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If you use a credit card to pay off an 800 dollar bill can you pay it off over a few months by paying either the minimum payment or more or do you have to pay it all off the following month?

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2013-02-28 01:50:56

"color: #000;" id="Answer">Answer

A credit card allows you to pay off your bill in installments

while a charge card (such as American Express) requires you to pay

off your bill in full each month. But it's not a good idea to carry

a balance from month to month, even if the credit card company

allows you to do so, because of the interest they charge. Every

time you don't pay off your bill in full, the overall amount you

owe increases. You can end up taking years to pay off your bill,

and you'll spend more on interest that you did on the item you

purchased.

Here is a good read on what Credit Card companies do for the

citizens of the U.S. and Canada. They make big bucks off us!

Check out these anecdotes and important facts regarding consumer

credit.

We now have 50-year mortgages. It may be true that no one

looking for one plans to pay it over the fifty years; they will

sell what they hope is appreciating property or refinance it, but

remember how much you ultimately pay for credit is a function of

interest rate, monthly payment and the term. You always need to do

the math. The longer the term, the more you will pay. Our country

now has the worst savings rate since the Great Depression. At a

time when more bad things are happening to good people (divorce,

"job">job reductions, increased medical costs), savings to

avoid financial ruin are more important than ever, but we are

saving less. Too many people don't save at all, let alone enough.

They hope for the best and plan for the best, so they have nothing

to help them weather life's inevitable setbacks. The majority of

car loans are now 5 or more years. Deficiencies on "upside down"

car loans are one of the major contributors to bankruptcies. See

Michelle Singletary's column Spending for Automobiles is Speeding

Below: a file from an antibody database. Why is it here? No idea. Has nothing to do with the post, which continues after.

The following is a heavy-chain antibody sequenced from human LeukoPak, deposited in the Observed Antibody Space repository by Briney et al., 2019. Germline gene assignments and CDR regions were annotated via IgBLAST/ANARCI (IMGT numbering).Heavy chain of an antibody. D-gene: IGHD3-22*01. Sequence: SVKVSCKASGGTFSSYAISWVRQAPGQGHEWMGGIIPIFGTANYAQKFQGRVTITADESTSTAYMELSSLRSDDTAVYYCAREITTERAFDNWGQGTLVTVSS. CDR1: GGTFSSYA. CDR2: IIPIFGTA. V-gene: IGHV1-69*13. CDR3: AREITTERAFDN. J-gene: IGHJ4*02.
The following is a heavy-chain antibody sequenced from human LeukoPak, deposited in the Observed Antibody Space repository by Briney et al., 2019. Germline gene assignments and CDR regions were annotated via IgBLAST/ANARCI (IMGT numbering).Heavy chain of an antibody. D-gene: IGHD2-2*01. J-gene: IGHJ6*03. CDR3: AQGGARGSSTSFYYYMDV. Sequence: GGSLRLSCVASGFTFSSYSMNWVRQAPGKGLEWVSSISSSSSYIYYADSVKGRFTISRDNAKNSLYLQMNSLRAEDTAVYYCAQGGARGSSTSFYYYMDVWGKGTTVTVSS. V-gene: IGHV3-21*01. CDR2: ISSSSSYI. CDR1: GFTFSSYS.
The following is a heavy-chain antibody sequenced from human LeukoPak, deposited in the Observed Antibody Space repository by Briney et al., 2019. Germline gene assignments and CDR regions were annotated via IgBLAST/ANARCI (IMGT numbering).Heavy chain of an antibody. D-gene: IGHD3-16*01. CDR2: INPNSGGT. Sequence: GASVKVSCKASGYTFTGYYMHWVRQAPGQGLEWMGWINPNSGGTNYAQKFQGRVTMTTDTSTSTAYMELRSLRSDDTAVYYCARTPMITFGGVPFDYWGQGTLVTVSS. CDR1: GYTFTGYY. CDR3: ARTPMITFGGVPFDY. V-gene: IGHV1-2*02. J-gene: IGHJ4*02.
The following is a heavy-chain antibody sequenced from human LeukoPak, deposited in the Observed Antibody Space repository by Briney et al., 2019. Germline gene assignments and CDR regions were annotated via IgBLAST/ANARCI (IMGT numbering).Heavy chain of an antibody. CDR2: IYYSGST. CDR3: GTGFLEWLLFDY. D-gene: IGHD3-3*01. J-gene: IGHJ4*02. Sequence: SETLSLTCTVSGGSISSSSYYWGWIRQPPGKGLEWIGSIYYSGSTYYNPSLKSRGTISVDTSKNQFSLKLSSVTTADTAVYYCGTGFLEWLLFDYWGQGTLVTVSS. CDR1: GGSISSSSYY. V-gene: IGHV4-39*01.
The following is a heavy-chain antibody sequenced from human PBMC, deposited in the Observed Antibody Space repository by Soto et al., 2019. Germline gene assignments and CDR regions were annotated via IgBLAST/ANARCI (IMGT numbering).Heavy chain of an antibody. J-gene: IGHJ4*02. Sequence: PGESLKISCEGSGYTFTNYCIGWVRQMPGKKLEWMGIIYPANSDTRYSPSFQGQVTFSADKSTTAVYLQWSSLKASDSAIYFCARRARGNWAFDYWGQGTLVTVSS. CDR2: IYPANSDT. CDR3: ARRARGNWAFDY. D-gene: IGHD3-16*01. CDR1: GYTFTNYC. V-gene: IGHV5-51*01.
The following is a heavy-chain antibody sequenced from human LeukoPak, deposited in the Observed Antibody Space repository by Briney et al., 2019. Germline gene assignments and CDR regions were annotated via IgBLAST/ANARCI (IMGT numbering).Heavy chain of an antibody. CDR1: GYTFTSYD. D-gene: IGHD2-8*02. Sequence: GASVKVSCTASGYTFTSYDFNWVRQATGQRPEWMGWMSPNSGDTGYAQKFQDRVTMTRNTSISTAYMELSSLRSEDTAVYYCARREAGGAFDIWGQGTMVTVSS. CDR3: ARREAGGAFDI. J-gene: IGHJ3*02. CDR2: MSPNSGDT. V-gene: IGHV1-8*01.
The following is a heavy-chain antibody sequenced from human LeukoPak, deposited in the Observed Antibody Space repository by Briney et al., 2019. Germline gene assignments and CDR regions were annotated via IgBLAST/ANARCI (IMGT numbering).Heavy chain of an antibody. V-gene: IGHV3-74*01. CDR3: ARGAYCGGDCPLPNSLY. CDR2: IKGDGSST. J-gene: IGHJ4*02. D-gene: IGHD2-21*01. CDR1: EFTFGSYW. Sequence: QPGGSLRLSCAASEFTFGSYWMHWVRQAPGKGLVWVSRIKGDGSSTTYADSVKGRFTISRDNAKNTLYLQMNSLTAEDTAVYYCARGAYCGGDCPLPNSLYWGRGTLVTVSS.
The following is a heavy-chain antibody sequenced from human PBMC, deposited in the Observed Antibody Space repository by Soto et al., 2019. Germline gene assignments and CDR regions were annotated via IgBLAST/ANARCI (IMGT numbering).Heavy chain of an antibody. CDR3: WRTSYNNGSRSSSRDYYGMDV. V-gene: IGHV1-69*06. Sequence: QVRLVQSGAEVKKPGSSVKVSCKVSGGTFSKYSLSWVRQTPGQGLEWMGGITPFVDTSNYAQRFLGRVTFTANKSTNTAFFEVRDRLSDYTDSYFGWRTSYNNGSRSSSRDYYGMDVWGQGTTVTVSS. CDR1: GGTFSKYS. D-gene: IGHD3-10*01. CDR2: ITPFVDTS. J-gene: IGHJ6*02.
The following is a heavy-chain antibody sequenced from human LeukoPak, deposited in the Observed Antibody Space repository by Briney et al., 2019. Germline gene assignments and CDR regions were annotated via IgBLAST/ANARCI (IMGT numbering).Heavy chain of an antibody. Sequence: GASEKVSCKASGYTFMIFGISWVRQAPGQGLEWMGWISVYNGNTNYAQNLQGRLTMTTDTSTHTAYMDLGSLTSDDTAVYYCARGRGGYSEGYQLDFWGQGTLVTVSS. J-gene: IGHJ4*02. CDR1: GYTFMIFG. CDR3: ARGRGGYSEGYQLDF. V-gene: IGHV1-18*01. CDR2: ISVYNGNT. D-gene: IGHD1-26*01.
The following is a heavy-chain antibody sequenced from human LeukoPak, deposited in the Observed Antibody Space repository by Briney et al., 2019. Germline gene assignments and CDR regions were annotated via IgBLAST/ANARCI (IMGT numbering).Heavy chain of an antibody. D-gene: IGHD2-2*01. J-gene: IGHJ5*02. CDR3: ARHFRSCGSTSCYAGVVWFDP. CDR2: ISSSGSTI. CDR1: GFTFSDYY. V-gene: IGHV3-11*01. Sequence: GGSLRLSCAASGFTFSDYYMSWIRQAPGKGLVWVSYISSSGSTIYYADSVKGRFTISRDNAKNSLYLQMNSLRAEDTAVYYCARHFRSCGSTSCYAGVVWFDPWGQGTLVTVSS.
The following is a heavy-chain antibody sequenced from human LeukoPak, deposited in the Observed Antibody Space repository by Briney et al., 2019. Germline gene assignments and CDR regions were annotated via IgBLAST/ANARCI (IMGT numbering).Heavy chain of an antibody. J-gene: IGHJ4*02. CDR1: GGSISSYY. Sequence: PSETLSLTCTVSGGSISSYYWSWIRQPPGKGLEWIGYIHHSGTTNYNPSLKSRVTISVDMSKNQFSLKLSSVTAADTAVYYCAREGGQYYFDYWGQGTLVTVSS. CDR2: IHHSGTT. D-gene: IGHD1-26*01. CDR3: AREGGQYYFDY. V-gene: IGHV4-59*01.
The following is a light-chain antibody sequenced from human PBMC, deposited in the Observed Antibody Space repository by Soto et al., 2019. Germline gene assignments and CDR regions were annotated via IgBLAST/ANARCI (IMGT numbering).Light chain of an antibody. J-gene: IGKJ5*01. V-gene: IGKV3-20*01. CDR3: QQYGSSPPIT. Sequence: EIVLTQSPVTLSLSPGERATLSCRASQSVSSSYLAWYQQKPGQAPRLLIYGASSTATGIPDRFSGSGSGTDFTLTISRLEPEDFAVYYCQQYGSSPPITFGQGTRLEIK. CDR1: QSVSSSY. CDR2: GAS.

Out of Control. American consumers will pay more than $4.3 billion

in withdrawal fees during 2005 for using someone else's ATMs.

Making two withdrawals each week from another bank's ATM is

throwing away more than $300 per year. A recent automobile

dealership ad - " Come in and tell us what car you want, how much

you want to pay a month and we will make it happen." They can

probably do just that with up to a seven year car loan. Of course

the car will be " upside down" (you will owe more than it is worth)

long before the seven years are up, and you will probably want to

trade it in before the seven years., since it most likely a car you

"wanted" not necessarily "needed". Then you can pay it off, which

is unlikely, or roll the balance of the old car loan into the new

one and be "upside down" immediately. Then if something happens and

they repossess the second car,or you turn it in because you can no

longer afford it, and the lender sells it at auction, you will be

liable for a substantial deficiency. You should buy a car, used or

new, that you can afford to pay for in no longer than three years

or less. You should stay away from Rent-to-Own, Pawnshop, Payday

Loan and Check Cashing establishments. If you work out the interest

you are paying, either as interest or fees, it is shocking,

sometimes as much as 1800% per annum. You do have alternatives even

if you think that you don't. The CARE Program is developing

materials for the website, in conjunction with other entities, to

address this problem. Bank of America will soon be testing a new

program that will allow you to sign up for a credit card at one of

their ATM Machines. FINANCE YOUR

"http://pets.answers.com" title="PET">PET - New pet stores

spotted in Central New York offer a special credit card that allows

people to make payments on their

"http://dogs.answers.com" title="dog">dog! The store sells

pricey puppies at a cost that would restrict many people who would

be unable to pay cash to a breeder. Cute puppies of many popular

breeds are featured in cold stark cages � and you can rescue them

for only $30 per month for the next five years! The credit card

application is featured in prominent places throughout the store

and the customer is urged to purchase many top-of-the-line

accessories to pamper their new best friend. The cost of the

puppies is substantially higher than average and the interest will

add up over time. (submitted by Megan Dorr)

In the CARE Program we say don't use a card ( credit or debit)

for purchases under $20.00, because using cash results in you